Setting the Perspective projection matrix in Open GL (including OpenGL ES 2.0) has the following general format:

glm::mat4 perspective(float fovy, float aspect, float zNear, float zFar);

Notice the last two parameters; First one specifies zNear plane, which is the plane closer to the camera. The second one specifies zFar plane which is far from the camera.

It is common knowledge that, in OpenGL, things that are further, in other words "deeper into the screen", have negative Z axis. Why then all the OpenGL examples, that set perspective projection matrix (taken from reliable sources like OpenGL SuperBible and simmilar) look like the two above mentioned parameters (zNear, zFar) of Perspective projection funcion are swapped?

This example is taken from GLM(OpenGL Math) webiste:

glm::mat4 Projection = glm::perspective(45.0f, 4.0f / 3.0f, 0.1f, 100.f); 

You can see, that the zNear parameter is actually further from the camera, than zFar parameter, which is 100 points closer to the camera/viewer.

Can you provide easy to understand explanation, please? I it is not just one but all the examples, which pass zFar as higher positive value than zNear. Thanks.

My Example:

In my code, when I set:

glm::mat4 Projection = glm::perspective(45.0f, 4.0f / 3.0f, 1000.0f, -500.0f); 

I assume my frustum being 1000 points long in z-positive direction and 500 points long in z-negative direction.

When I set things like this, I can see at least some object, although things are not perfect: for some reasons I see only objects positioned on negative z coordinates.

This might relate to my incorrect understanding of the perspective projection function.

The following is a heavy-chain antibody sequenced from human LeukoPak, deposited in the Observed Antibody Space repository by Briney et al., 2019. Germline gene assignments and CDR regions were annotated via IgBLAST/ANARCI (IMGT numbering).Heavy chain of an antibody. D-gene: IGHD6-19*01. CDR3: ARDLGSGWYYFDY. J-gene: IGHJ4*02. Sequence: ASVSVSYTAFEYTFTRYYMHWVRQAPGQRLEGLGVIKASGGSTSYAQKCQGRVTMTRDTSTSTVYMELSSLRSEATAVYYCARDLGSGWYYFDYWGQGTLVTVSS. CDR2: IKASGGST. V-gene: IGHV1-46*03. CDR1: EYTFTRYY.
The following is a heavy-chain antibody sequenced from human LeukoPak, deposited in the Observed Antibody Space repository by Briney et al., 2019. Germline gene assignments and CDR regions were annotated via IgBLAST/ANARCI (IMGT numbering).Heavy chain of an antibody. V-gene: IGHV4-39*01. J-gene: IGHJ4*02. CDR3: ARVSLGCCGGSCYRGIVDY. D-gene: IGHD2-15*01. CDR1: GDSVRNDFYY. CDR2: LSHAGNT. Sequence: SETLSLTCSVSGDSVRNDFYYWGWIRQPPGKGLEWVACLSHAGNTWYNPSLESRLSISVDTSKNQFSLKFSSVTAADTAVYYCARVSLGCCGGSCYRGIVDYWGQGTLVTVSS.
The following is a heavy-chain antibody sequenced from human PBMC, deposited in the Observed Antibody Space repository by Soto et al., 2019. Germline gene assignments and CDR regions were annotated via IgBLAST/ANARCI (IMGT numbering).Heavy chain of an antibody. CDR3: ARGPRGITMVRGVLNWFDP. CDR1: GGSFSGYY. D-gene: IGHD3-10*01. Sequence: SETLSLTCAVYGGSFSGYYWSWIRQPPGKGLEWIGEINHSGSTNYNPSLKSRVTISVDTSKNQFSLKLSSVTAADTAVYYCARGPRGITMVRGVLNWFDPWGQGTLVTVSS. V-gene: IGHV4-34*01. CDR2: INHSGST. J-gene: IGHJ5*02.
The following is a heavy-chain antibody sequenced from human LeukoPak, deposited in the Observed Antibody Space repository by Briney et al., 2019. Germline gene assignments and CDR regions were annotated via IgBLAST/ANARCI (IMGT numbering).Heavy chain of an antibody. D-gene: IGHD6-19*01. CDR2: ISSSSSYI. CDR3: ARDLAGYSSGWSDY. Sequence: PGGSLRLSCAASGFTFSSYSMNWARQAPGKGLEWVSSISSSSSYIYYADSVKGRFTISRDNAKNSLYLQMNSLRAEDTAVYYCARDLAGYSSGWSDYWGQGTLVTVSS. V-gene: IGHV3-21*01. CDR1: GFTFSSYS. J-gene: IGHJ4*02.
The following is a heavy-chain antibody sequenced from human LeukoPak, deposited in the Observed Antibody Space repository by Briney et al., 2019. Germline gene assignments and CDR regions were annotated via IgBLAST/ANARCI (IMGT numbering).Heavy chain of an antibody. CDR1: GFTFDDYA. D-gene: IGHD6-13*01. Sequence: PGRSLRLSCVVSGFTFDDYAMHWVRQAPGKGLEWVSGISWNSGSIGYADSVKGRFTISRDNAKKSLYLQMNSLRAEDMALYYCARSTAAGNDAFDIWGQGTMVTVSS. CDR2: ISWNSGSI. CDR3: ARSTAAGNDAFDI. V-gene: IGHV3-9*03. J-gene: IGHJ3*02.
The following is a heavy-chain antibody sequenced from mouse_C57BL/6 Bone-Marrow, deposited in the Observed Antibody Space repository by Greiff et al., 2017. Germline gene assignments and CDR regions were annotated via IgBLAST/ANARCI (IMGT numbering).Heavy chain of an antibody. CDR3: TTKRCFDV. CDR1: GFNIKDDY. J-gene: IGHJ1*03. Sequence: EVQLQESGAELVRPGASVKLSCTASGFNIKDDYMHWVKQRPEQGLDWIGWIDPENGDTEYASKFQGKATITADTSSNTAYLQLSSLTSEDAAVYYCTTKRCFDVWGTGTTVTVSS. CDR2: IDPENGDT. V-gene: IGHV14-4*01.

• 1
    \$\begingroup\$ because zNear and zFar specify the distances the planes are from the camera, not their position... or am I misunderstanding your question? \$\endgroup\$
    – nahano
    May 26, 2011 at 0:18
  • \$\begingroup\$ @da code monkey: +1, nope you are not misunderstanding at all. So you say, the two above mentioned parameters do not contain physical plane coordinates, but they represent offset values from the camera. If the camera is moved, the frustum follows it. This should have been emphasized in OpenGL books. \$\endgroup\$ May 26, 2011 at 0:34
  • \$\begingroup\$ It is pretty explicitly spelled out in most of those books; do you have specific examples of passages that indicate that the values are absolutes? \$\endgroup\$
    – user1430
    May 26, 2011 at 1:20
  • \$\begingroup\$ Also do not that it simply by convention that things "deeper" have a "more negative" depth. You can arrange it however you like. \$\endgroup\$
    – user1430
    May 26, 2011 at 1:21
  • \$\begingroup\$ @da code monkey: If you wisth, retype your answer as a regular answer into this thread. Then, I will be able to mark it as the Accepted Answer. Thanks for helping, I had a lot of headchache from this. \$\endgroup\$ May 26, 2011 at 1:21

1 Answer 1


The method in question (glm::perspective) and its ilk are essentially wrappers or re-implementations of gluPerspective. As you can see from the documentation of that function, the near/far values are distances from the view plane, and are always positive.

  • \$\begingroup\$ +1 for helpful answer. Hi Josh, and thanks for the clarification. It was my misinterpretation of the text. By the way, this knowledge was key to solve unpredicatble behavior of my OpenGL graphics. As there is nothing more to add, let me mark this as the Accepted Answer. \$\endgroup\$ May 26, 2011 at 1:37
  • \$\begingroup\$ One difference that easily traps people is that glm::perspective takes the first argument FoV in radiums whereas gluPerspective takes it in degrees. Don't fall into this trap like I did! \$\endgroup\$ Jun 17, 2021 at 14:59

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